When abortion isn’t allowed in a country, or parts of a nation, doesn’t that essentially say to those who do not see anything wrong with abortion, “We don’t give a crap about your ideals and beliefs, so bugger off”?

You might reverse the situation. What if the United States were to allow same-sex marriage across the nation; wouldn’t that alienate the Christians and Muslims who are against it? Well, let’s think about that for a minute. Not allowing same-sex marriage grants heterosexual couples the right to marry and gives them federal benefits, while allowing it grants heterosexual and homosexual couples the right to marry and to profit from these federal benefits. Christian heterosexuals had all the rights before same-sex marriage was allowed, and they’ve still got those after it was allowed (in this hypothetical situation). Where exactly does it alienate anyone? Same-sex marriage doesn’t force Christians to marry same-sex-wise, nor does it take away any of their rights. If they don’t want to anything to do with same-sex marriage, why don’t they just stay away from a same-sex wedding (as if they would be invited in the first place)?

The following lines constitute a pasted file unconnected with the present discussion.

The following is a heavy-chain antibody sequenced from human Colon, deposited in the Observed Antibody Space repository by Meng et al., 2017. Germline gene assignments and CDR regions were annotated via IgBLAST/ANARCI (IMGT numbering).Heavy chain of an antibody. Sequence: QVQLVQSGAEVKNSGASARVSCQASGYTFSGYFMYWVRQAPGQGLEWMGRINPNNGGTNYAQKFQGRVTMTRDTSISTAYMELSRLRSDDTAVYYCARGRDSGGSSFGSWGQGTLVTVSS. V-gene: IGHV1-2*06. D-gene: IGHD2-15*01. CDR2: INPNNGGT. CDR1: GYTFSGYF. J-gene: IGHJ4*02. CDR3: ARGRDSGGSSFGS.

A different situation takes place during a presidential inauguration. While it’s not protocol to take the oath of office with your hand on a Bible, it has become custom to do so. Nor is it necessary to have a priest or pastor speak at the inauguration, but again, it has become somewhat of an unwritten law. All fine and dandy, until you take into account all the people an American president is supposed to represent: people of all spiritual persuasions, even those without. Now, he or she can do two things to solve this; one, invite representatives of every religion or non-religion out there in the nation to speak (which would make the inauguration endless); or, two, to keep it secular as not to isolate anyone. I would go for door number two.